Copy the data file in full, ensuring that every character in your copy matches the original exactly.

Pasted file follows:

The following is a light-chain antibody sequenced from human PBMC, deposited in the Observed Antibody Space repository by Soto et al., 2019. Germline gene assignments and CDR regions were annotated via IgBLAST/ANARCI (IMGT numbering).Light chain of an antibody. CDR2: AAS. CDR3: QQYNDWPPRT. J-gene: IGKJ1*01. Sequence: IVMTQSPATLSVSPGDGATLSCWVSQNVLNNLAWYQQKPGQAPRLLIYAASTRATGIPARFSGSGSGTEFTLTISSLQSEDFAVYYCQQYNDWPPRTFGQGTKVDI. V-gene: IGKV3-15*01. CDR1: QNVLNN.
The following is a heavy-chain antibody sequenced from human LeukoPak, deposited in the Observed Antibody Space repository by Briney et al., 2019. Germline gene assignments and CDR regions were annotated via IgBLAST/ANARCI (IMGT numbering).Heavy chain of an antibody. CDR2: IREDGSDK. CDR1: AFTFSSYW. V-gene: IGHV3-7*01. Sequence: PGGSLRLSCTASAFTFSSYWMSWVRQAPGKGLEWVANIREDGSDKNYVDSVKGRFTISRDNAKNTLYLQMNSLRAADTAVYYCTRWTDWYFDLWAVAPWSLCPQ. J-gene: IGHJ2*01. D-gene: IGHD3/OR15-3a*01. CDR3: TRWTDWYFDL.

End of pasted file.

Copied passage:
The following is a light-chain antibody sequenced from human PBMC, deposited in the Observed Antibody Space repository by Soto et al., 2019. Germline gene assignments and CDR regions were annotated via IgBLAST/ANARCI (IMGT numbering).Light chain of an antibody. CDR2: AAS. CDR3: QQYNDWPPRT. J-gene: IGKJ1*01. Sequence: IVMTQSPATLSVSPGDGATLSCWVSQNVLNNLAWYQQKPGQAPRLLIYAASTRATGIPARFSGSGSGTEFTLTISSLQSEDFAVYYCQQYNDWPPRTFGQGTKVDI. V-gene: IGKV3-15*01. CDR1: QNVLNN.
The following is a heavy-chain antibody sequenced from human LeukoPak, deposited in the Observed Antibody Space repository by Briney et al., 2019. Germline gene assignments and CDR regions were annotated via IgBLAST/ANARCI (IMGT numbering).Heavy chain of an antibody. CDR2: IREDGSDK. CDR1: AFTFSSYW. V-gene: IGHV3-7*01. Sequence: PGGSLRLSCTASAFTFSSYWMSWVRQAPGKGLEWVANIREDGSDKNYVDSVKGRFTISRDNAKNTLYLQMNSLRAADTAVYYCTRWTDWYFDLWAVAPWSLCPQ. J-gene: IGHJ2*01. D-gene: IGHD3/OR15-3a*01. CDR3: TRWTDWYFDL.